When state Sen. Michael Baumgartner heard of the lawsuit, he crafted a tweet.

"I don't know anybody in #waleg who doesn't think Randy Dorn isn't a total clown show. The parking attendant has more positive impact on K12," Baumgartner wrote.

Baumgartner, a Republican who represents Spokane's 6th District, says Dorn's pronouncements have had no impact on legislators.

"He just has no credibility and is a non-factor on what happens in education," Baumgartner says. "I've been in the legislature for six years ... not once have I heard any legislator pay attention to what Randy Dorn says."

Baumgartner notes that the state has increased spending on education by billions in the past four years. But it's still not on track to meet the McCleary deadline of 2018 to fully-fund education.

He says he doesn't understand why Dorn would stop a local community from raising more money for education, and he's skeptical that Olympia would do a better job spending education dollars than districts. He predicts the question of whether districts can use local levies will be sent to the voters.

Baumgartner says improving education in Washington should not be about more money in the system, but about reform. That means more choice, more parental involvement, lengthening the school year, and performance pay for teachers.

"I'm less than convinced that centralizing the model will lead to better outcomes," Baumgartner says.

Erin Jones, who served as assistant superintendent under Dorn for three years and is now running to replace him, says Dorn thought he would be able to get things done since he used to be a state representative from 1987-94. Then he realized it was more difficult than he thought.

"Once he didn't have a vote anymore, once he didn't have anything to trade, it became more challenging than he expected," Jones says.

She says in the years since she's stopped working for Dorn, she has observed him become more combative than she remembers him to be.

"He was not that fiery person when I worked there at all," she says. "The person who walked out of the legislature this year is not the same person I worked for."

Dorn says it comes down to the way he sees the game of politics.

"I seriously believe that politics is a contact sport. Yeah, you can collaborate, you can partner with people and you can inform them and you can educate them," Dorn says. "You gotta push people to get what you want done. This is what I want done and, yeah, I tend to push people."

Dorn had five things he wanted to emphasize as state superintendent when he first took the job. He wanted to expand all-day kindergarten, and he did. He wanted to support career and technical education, and he has. He wanted the graduation rate to rise, and it has improved.

But the two main issues he campaigned on in 2008 were shortening statewide tests and pushing for more funding for education. On both, the results are mixed. Dorn admits the "jury is still out" on testing. Dorn eliminated the Washington Assessment of Student Learning, replacing it with shorter statewide tests, and then replacing those with the Smarter Balanced assessment, which is aligned with Common Core standards. Today the Smarter Balanced test takes up about the same amount of time as the WASL.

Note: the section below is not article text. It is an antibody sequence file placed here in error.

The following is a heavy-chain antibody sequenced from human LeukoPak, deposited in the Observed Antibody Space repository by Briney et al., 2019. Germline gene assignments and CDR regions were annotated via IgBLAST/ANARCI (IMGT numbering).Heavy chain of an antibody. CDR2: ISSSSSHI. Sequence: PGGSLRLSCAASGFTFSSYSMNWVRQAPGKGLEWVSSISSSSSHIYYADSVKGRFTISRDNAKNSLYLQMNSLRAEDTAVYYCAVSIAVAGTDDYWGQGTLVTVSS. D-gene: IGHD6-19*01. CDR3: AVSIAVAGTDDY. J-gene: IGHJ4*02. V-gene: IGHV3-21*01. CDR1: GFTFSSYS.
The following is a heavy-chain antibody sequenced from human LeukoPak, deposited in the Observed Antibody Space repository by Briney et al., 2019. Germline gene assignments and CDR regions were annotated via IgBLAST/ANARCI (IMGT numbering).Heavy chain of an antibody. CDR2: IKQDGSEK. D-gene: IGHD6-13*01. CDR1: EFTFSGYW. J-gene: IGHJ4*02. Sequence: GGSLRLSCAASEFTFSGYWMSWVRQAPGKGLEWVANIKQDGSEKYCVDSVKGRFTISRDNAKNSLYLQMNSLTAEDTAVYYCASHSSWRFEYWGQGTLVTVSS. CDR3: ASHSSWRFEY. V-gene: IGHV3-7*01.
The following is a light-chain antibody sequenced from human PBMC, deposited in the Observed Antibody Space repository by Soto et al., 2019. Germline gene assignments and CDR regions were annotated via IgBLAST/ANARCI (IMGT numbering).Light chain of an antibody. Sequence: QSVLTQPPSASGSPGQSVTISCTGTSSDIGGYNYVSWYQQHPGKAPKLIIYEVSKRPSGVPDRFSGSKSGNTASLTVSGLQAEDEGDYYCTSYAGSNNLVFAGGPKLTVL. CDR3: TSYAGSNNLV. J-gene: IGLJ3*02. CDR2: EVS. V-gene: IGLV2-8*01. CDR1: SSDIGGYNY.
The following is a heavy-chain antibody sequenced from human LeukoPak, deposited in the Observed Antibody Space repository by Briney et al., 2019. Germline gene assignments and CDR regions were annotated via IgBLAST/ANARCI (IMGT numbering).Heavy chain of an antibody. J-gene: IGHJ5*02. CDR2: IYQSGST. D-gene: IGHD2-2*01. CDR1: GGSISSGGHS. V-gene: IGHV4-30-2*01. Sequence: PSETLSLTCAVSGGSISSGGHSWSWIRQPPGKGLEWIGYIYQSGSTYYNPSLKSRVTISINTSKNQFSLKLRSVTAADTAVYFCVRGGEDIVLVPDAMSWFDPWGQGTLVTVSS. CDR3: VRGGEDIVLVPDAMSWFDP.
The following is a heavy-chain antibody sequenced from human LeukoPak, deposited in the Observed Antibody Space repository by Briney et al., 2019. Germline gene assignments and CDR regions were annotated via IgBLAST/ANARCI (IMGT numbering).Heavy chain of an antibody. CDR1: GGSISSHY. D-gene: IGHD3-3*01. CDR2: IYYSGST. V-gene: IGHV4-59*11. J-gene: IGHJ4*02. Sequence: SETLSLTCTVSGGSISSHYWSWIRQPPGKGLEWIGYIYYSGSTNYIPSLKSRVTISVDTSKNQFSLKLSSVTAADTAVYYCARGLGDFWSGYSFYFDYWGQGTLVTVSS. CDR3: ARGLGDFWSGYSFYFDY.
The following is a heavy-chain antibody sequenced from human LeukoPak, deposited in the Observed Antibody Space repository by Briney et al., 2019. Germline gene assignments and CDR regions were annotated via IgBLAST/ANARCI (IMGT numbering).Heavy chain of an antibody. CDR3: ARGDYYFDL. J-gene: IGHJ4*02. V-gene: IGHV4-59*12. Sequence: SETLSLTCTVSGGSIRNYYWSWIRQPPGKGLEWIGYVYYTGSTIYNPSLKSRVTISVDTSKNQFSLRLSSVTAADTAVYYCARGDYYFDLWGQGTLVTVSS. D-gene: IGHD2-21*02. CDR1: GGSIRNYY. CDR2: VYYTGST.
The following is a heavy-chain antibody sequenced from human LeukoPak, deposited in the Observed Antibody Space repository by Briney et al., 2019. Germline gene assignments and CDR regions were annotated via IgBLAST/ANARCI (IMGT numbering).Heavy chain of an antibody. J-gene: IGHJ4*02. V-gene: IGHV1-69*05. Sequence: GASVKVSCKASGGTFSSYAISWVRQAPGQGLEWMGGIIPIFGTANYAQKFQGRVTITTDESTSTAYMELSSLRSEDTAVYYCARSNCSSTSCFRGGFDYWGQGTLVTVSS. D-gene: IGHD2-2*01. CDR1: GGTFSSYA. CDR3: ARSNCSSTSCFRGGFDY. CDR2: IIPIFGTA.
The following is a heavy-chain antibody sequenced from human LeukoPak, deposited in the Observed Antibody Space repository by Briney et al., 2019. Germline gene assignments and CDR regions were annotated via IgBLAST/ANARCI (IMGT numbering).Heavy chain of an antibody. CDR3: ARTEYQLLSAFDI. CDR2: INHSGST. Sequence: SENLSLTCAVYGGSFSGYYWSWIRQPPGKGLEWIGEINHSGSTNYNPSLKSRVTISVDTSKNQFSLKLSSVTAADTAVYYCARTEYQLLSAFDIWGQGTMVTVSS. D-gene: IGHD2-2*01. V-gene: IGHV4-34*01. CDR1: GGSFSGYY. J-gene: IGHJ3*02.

Dorn says the person who takes over his job, either his former colleague Jones or state Rep. Chris Reykdal, will have to deal with the issue of testing, and also how to implement technology in districts across the state.

Reykdal says he would take a different approach in getting the legislature to fund McCleary.

"Rather than a hammer to the legislature, I want to bring them solutions. I want to help Republicans and Democrats understand the strengths and weaknesses on policy and budget ideas," Reykdal says.

Jones says the power for change lies with the people who vote lawmakers into office. She says the strongest tactic is to get teachers, students and families into committee meetings to tell their stories, and to tell the people they voted for to make the right decision.

As for Dorn, he says he's looking forward to taking a deep breath. He agrees a new voice might be ready to take over. He's looking forward to spending time at home in Eatonville, going places with his grandkids, and getting reacquainted with his golf game.

He says he just wants to know that when he steps away, he didn't shortchange kids.

"I just need to take a break from having the mic in my face. I told somebody the other day, 'I'm getting concerned I'm gonna tell people what I really think,'" Dorn says. "And somebody goes, 'You mean, you haven't?'" ♦

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About The Author

Wilson Criscione

Wilson Criscione, born and raised in Spokane, is an Inlander staff writer covering education and social services in the Inland Northwest.